Are there alternatives to PFAS?
That decision-making around regulating PFAS is complex, was illustrated at the Chemical Watch PFAS Global Updates 2022 virtual conference on 7 September. Four members of the FPP4EU sector group presented case studies on PFAS, highlighting the difficulties of identifying functional alternatives.
Take Sorafenib, for instance. It’s active pharmaceutical ingredient (API) contains the PFAS fluorine, and plays a key role in modern day cancer therapy. It is unsure whether drugs would be exempt from a restriction, but currently fluorine falls withing the scope of the PFAS definition. A restriction would create a supply gap for cancer patients, given that a search for alternatives and authorisation processes can last up to 15 years.
The long process around finding alternatives, hasn’t stopped our members from taking on the challenge. So far, in most cases, the experience has been that there are performance trade-offs, leading to less durable or less safe products, higher maintenance costs and reduced resource efficiency. Without equal performance, substitution is not a solution. Until solutions are in place, a potential tool to assess where PFAS could be exempted from a ban, is our decision tree.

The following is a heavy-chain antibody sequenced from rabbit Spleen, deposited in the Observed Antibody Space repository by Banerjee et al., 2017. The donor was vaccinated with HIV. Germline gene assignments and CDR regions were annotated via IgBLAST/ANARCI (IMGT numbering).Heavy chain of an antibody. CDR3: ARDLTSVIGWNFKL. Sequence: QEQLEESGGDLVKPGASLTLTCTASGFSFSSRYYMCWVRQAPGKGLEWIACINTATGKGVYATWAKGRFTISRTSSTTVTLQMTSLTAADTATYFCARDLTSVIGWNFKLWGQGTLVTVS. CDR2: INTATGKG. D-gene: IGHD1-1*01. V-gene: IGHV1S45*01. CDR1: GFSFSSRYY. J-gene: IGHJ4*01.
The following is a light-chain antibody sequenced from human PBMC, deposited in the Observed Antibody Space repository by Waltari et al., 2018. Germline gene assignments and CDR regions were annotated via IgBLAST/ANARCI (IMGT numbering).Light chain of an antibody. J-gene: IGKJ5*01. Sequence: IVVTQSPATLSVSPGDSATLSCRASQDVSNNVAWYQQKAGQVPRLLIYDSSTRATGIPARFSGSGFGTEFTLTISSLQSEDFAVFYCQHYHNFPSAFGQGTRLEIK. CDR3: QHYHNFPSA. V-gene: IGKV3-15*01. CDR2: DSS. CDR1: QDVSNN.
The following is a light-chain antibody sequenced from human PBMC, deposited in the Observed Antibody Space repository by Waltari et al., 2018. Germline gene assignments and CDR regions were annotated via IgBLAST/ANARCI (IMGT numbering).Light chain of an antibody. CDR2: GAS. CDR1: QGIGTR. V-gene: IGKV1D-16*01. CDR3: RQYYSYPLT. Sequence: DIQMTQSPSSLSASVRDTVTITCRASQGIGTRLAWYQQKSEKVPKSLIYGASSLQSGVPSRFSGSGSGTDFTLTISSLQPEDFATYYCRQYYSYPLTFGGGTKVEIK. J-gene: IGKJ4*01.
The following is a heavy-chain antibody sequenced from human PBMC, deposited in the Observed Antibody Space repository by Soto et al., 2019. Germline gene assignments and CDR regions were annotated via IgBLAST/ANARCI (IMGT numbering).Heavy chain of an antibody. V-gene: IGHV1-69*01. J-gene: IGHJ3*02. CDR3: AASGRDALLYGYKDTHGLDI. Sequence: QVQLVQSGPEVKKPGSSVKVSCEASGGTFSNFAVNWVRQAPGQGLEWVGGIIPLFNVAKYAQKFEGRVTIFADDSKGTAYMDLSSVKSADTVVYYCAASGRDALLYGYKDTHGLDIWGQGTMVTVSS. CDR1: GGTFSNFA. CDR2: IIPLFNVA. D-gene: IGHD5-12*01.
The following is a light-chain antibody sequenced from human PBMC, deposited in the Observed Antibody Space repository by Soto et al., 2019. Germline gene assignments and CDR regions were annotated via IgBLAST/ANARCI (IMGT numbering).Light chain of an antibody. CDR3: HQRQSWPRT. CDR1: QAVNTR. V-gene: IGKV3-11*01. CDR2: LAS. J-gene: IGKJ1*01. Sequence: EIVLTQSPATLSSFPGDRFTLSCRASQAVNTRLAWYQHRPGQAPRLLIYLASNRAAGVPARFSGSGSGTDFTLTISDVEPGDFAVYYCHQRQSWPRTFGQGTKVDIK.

One example that has been considered as alternative, is the use of propane for refrigeration and heating applications. But it was discarded due to its high volatility and flammability. Where ammonia is used for industrial applications due to its competitive pricing, using it in supermarket refrigerators would pose too much of a risk, given that it is toxic and micro-flammable. To date, HFOs and HFCs are the only gases that provide non-flammability, non-toxicity, and mechanical and chemical safety.
The concept of essential use has not been defined, and will not be ahead of the upcoming restriction on PFAS. But it will continue to incentivise our industry to innovate and look for viable solutions.